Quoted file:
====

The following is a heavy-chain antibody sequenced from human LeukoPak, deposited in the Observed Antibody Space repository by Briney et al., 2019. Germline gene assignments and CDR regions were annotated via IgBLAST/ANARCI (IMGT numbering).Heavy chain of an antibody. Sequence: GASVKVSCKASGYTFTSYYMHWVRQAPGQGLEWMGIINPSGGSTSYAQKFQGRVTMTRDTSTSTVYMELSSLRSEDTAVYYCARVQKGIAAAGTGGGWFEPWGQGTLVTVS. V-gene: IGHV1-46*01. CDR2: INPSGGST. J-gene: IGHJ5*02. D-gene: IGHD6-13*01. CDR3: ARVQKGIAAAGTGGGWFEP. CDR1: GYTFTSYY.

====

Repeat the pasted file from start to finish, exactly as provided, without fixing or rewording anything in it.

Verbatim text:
The following is a heavy-chain antibody sequenced from human LeukoPak, deposited in the Observed Antibody Space repository by Briney et al., 2019. Germline gene assignments and CDR regions were annotated via IgBLAST/ANARCI (IMGT numbering).Heavy chain of an antibody. Sequence: GASVKVSCKASGYTFTSYYMHWVRQAPGQGLEWMGIINPSGGSTSYAQKFQGRVTMTRDTSTSTVYMELSSLRSEDTAVYYCARVQKGIAAAGTGGGWFEPWGQGTLVTVS. V-gene: IGHV1-46*01. CDR2: INPSGGST. J-gene: IGHJ5*02. D-gene: IGHD6-13*01. CDR3: ARVQKGIAAAGTGGGWFEP. CDR1: GYTFTSYY.